Since placing these first camera traps in 2014, more ecolodges have joined this collective effort. In 2017, partners joined forces around the Osa and launched the “Osa Camera Trap Network” –  one of the most diverse and collaborative research efforts in Central America. Year after year, more people have started to notice the importance of monitoring mammal populations that serve to maintain the integrity of these ecosystems. Communities that once only saw ecotourism development from afar, are now becoming a part of it. Community groups have formed important fauna monitoring projects and more locals have brought ecotourism to their communities where more people can benefit. And, most exciting, these local communities –  along with ecolodges, private owners, universities, governmental institutions and tourism agencies-  have joined together to study the wildcats as part of  this important Osa Camera Trap Network.

Members of the Osa Camera Trap Network from “Rancho Quemado” installing camera traps.

Members of the Osa Camera Trap Network from “Rancho Quemado” installing camera traps.

 

But studying wildcats is difficult. It requires covering large areas and a great amount of manpower.  Four years after the installation of the first camera trap in Saladero Ecolodge, I find myself walking through the dense forest in the boundary of Corcovado National Park and the community of “Los Planes.” Guided by two members of the community, we look for a suitable place  to install their camera trap station. As we sit on a fallen tree and discuss placing a camera trap at this location, I think how much we have achieved in the past four years in order to make this collaborative region-wide initiative a reality.

Members of the Osa Camera Trap Network from the community group of “Los Planes” installing camera traps.

Members of the Osa Camera Trap Network from the community group of “Los Planes” installing camera traps.

This year, the Osa Camera Trap Network is setting up more than 200 camera traps all over the Osa Peninsula!  This is the biggest array of camera traps ever carried out in Central America and importantly, it does not just belong to a single institution but rather to a collective group of stakeholders pursuing the same goal: to generate the scientific information necessary to conserve wildcats and prey.

 

2017 camera trap photo of a jaguar on Osa Conservation's property

2017 camera trap photo of a jaguar on Osa Conservation’s property

Times are changing and methods and approaches for research should change as well. We are in a special time to show that collective efforts can bring good results when it comes to solve problems that concerns to everyone. There is a saying in Costa Rica “Union makes force” but the one I like the most states “An image says more than a thousand words.

To learn more about Osa’s Camera Trap Network, as well as Osa Conservation’s Wildcat Conservation Program, please visit our program website.

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Dutchman’s Pipes: Velvet Traps and their Pollinators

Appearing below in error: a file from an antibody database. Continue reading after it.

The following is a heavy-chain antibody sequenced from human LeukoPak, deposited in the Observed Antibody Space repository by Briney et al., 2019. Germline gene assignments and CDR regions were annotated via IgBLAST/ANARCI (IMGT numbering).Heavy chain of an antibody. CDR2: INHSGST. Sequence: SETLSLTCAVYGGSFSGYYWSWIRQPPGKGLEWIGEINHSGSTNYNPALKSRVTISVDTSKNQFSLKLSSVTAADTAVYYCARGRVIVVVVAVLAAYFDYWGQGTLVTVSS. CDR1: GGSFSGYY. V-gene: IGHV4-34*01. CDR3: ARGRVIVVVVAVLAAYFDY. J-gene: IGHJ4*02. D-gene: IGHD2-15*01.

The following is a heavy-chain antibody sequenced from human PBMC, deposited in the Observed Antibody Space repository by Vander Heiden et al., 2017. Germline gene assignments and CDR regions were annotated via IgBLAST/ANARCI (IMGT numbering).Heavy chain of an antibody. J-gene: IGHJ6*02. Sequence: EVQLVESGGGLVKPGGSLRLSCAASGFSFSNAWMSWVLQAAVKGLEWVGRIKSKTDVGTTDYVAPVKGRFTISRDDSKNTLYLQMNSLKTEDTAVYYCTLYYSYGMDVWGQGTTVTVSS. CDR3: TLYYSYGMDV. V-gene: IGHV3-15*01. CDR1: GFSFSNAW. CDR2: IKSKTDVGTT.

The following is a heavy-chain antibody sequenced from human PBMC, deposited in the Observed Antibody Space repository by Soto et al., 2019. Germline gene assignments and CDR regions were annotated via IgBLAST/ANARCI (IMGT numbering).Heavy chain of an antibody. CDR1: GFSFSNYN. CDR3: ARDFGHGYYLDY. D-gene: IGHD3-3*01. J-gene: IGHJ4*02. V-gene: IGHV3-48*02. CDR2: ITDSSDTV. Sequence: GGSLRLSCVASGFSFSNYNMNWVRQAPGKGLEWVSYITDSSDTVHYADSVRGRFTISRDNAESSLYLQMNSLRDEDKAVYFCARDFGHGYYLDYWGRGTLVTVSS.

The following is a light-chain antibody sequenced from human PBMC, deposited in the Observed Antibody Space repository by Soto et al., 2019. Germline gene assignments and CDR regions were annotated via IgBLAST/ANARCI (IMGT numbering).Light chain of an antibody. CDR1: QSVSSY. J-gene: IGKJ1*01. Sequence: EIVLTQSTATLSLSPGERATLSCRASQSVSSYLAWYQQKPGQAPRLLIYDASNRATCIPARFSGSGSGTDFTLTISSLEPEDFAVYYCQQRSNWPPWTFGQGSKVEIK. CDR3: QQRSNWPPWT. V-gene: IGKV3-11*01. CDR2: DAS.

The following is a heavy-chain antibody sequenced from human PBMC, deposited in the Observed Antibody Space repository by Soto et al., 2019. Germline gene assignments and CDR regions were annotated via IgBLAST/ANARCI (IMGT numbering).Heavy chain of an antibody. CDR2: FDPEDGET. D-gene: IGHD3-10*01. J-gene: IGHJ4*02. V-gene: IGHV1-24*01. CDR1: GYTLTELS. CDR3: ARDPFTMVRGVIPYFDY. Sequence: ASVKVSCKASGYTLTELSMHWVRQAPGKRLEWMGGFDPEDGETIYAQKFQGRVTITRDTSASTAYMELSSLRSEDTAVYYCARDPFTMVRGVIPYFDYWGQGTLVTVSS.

Blogpost written by Marvin López, Botanical Specialist

Flowers of Aristolochia goudotii, commonly called pipevine, in its natural habitat. It is a woody, evergreen, twining vine of the birthwort family that produces unusual apetulous flowers, each of which features a calyx resembling a dutchman’s pipe.

Flowers of Aristolochia goudotii, a plant commonly called pipevine, in its natural habitat. It is a woody, evergreen, twining vine of the birthwort family that produces unusual apetulous flowers, each of which features a calyx resembling a dutchman’s pipe.

I have lived most of my life here, in the Osa Peninsula, one of the places with the most extensive forest cover of my country, Costa Rica. It holds a vast diversity of plant species, some of which are still unknown to the scientific world. There have been many changes in the region but, unfortunately, some of them like the population growth and soil degradation have not been good for the local flora and fauna.

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Aristolochia leuconeura, growing in the nursery. This plant is characterized by its pretty glabrous cordate leaves with leaf veins in white.

I started working in the forest almost 9 years ago and since my first day, I have not stopped learning about the flora of the region; every day I learn something new. Last year, I had the honor of joining the staff of Osa Conservation to work on the conservation of plants and their ecological processes. I have spent every New Year’s Eve in this unique place, in the middle of the rainforest, because I like to give myself lots of time to admire the vast diversity of plants. One of them is a vine full of flowers, the genus Aristolochia, commonly known as Dutchman’s pipes.  The species in this genus are characterized by a stunning pollination process. It is also said that these plants are carnivorous, but they only trap flies and other insects for a day then release them.

Birthwort family (Aristolochiaceae) section in the nursery.